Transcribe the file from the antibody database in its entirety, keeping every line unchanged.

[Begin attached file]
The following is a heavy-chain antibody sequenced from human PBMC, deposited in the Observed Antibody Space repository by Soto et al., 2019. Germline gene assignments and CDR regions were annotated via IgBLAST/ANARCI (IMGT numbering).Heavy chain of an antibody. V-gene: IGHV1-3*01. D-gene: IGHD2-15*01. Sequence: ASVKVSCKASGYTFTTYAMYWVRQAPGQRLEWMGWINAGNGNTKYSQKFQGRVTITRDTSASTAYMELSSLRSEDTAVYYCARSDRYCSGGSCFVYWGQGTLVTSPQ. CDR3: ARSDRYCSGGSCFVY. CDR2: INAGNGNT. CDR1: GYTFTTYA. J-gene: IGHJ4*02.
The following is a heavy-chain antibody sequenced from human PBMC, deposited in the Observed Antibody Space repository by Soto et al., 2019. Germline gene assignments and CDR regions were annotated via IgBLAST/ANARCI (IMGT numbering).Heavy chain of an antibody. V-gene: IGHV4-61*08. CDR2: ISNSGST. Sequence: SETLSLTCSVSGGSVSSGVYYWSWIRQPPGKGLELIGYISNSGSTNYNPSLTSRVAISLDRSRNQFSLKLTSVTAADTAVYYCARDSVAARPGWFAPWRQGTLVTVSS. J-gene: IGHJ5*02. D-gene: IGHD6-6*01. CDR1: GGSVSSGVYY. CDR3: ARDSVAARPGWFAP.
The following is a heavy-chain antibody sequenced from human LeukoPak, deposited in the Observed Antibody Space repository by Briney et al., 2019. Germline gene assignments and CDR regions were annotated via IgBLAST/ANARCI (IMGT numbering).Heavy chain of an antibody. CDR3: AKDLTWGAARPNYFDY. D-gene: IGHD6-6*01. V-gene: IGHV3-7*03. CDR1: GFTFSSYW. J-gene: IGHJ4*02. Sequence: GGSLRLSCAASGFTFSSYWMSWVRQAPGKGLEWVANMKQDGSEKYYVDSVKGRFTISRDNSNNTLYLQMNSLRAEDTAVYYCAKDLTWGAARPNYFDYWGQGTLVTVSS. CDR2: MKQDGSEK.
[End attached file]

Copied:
The following is a heavy-chain antibody sequenced from human PBMC, deposited in the Observed Antibody Space repository by Soto et al., 2019. Germline gene assignments and CDR regions were annotated via IgBLAST/ANARCI (IMGT numbering).Heavy chain of an antibody. V-gene: IGHV1-3*01. D-gene: IGHD2-15*01. Sequence: ASVKVSCKASGYTFTTYAMYWVRQAPGQRLEWMGWINAGNGNTKYSQKFQGRVTITRDTSASTAYMELSSLRSEDTAVYYCARSDRYCSGGSCFVYWGQGTLVTSPQ. CDR3: ARSDRYCSGGSCFVY. CDR2: INAGNGNT. CDR1: GYTFTTYA. J-gene: IGHJ4*02.
The following is a heavy-chain antibody sequenced from human PBMC, deposited in the Observed Antibody Space repository by Soto et al., 2019. Germline gene assignments and CDR regions were annotated via IgBLAST/ANARCI (IMGT numbering).Heavy chain of an antibody. V-gene: IGHV4-61*08. CDR2: ISNSGST. Sequence: SETLSLTCSVSGGSVSSGVYYWSWIRQPPGKGLELIGYISNSGSTNYNPSLTSRVAISLDRSRNQFSLKLTSVTAADTAVYYCARDSVAARPGWFAPWRQGTLVTVSS. J-gene: IGHJ5*02. D-gene: IGHD6-6*01. CDR1: GGSVSSGVYY. CDR3: ARDSVAARPGWFAP.
The following is a heavy-chain antibody sequenced from human LeukoPak, deposited in the Observed Antibody Space repository by Briney et al., 2019. Germline gene assignments and CDR regions were annotated via IgBLAST/ANARCI (IMGT numbering).Heavy chain of an antibody. CDR3: AKDLTWGAARPNYFDY. D-gene: IGHD6-6*01. V-gene: IGHV3-7*03. CDR1: GFTFSSYW. J-gene: IGHJ4*02. Sequence: GGSLRLSCAASGFTFSSYWMSWVRQAPGKGLEWVANMKQDGSEKYYVDSVKGRFTISRDNSNNTLYLQMNSLRAEDTAVYYCAKDLTWGAARPNYFDYWGQGTLVTVSS. CDR2: MKQDGSEK.